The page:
American Indians, the Irish, and Government Schooling: A Comparative Study

By Michael C. Coleman | Go to book overview

2 The School as Weapon of State

Until the nineteenth century, writes Colin Heywood, “the idea that the state should intervene between parents and their children was almost unthinkable.”1 Earlier British and American colonial governments had sporadically supported education to pacify and control subject peoples. Yet it was only in the early 1800s that schooling became a systematically wielded weapon of the state throughout the Western world. And it was only then that Britain and the new United States acknowledged national responsibility for the education of “difficult” subgroups and actually began to establish, support, and physically build national and later compulsory elementary educational systems to Anglicize and Americanize these subgroups.

The United States became a nation in 1787 and built on British Imperial and colonial policies toward Indians, including cooperation with missionaries. For decades more the BIA performed this duty in a less-than-systematic way; at one point the government attempted to slough off its responsibility, parceling out the tribes to various Catholic and Protestant missionary organizations. Yet by the later part of the nineteenth century, with the establishment of government day schools and boarding schools (on and off the reservations), the BIA had pushed the missionary societies to the margin. Indeed, from the beginning of its existence the United States had staked out its responsibility for “civilizing” and Americanizing Indian peoples, whose “savagery” and “heathenism” were affronts to the new Republic.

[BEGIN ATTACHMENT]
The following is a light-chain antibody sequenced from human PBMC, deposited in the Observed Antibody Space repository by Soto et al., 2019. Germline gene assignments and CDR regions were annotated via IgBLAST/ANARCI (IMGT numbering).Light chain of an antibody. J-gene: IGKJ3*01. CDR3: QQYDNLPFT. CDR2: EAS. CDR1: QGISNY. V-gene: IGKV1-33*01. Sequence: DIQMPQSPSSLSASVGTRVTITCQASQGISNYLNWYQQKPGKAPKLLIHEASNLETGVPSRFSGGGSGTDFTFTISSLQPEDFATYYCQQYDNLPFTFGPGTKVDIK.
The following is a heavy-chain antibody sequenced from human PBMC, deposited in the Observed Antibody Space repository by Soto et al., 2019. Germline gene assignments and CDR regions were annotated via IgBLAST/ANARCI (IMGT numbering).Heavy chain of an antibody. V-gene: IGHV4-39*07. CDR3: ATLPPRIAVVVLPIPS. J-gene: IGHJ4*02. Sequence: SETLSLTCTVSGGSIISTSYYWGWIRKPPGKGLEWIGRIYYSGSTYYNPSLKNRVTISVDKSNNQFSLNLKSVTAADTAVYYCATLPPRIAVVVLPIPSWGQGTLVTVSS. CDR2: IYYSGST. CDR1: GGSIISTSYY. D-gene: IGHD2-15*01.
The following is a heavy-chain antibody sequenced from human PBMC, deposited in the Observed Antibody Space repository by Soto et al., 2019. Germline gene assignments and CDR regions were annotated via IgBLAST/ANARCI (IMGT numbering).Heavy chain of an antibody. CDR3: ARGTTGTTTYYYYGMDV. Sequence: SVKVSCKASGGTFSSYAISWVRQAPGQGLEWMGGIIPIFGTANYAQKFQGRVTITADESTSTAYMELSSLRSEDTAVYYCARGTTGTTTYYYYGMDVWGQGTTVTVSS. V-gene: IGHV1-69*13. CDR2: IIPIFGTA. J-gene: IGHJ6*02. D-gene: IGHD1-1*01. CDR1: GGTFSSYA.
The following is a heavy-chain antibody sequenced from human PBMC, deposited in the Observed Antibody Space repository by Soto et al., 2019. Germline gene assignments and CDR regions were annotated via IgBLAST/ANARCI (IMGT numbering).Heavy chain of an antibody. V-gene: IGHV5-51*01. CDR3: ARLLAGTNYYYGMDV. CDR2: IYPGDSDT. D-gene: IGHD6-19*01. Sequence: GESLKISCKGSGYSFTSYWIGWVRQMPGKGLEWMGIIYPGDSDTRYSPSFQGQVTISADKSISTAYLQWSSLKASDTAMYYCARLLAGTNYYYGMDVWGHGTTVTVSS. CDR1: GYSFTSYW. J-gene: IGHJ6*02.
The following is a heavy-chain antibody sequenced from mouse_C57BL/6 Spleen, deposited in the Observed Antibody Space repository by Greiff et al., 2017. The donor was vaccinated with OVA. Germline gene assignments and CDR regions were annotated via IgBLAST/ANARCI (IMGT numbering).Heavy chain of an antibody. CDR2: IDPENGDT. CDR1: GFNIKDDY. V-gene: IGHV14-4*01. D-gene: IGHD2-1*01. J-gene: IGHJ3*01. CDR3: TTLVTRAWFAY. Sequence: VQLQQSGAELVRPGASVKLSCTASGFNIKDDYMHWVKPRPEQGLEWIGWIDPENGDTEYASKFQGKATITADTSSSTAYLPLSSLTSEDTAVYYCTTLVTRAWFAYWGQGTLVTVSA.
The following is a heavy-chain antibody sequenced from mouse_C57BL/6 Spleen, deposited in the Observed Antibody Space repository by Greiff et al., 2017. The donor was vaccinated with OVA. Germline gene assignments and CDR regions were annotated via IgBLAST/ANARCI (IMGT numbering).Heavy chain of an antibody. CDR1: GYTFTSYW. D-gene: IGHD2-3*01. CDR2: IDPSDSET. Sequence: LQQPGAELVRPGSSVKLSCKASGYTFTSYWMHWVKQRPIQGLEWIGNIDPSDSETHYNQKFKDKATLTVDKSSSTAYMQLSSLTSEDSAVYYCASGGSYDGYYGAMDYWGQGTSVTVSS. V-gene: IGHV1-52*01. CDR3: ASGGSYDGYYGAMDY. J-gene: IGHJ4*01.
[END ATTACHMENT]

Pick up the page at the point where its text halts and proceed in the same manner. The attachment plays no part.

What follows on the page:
Responding to Roman Catholic complaints and to the critical findings of a number of educational commissions, and realizing the inadvisability of continuing to subsidize Protestant missionary ventures in a predominantly Catholic country, in 1831 the British Parliament agreed to establish and finance the new elementary school system for all Irish children. The British state, like the American, thus embarked on an ambitious program of mass education for a supposedly problem people, but from the beginning the British did so more systematically. The Irish national school authorities no longer worked with mission societies, for example.

At that time neither the U.S. government nor its British counterpart felt the need to provide national, state-supported elementary school systems for

-38-

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American Indians, the Irish, and Government Schooling: A Comparative Study
Table of contents

Table of contents

  • Title Page iii
  • Contents vii
  • Illustrations - Following Page 176 ix
  • Acknowledgments xi
  • Abbreviations xiii
  • Introduction 1
  • 1: Education in Native America and Ireland to the 1820s 11
  • 2: The School as Weapon of State 38
  • 3: The Local Community and the School 66
  • 4: Regimentation 89
  • 5: Curriculum 118
  • 6: School Staff 156
  • 7: Peers and Mediation 188
  • 8: Resistance and Rejection 216
  • 9: Results 240
  • Conclusions 263
  • Notes 273
  • Bibliographical Note 343
  • Index 353
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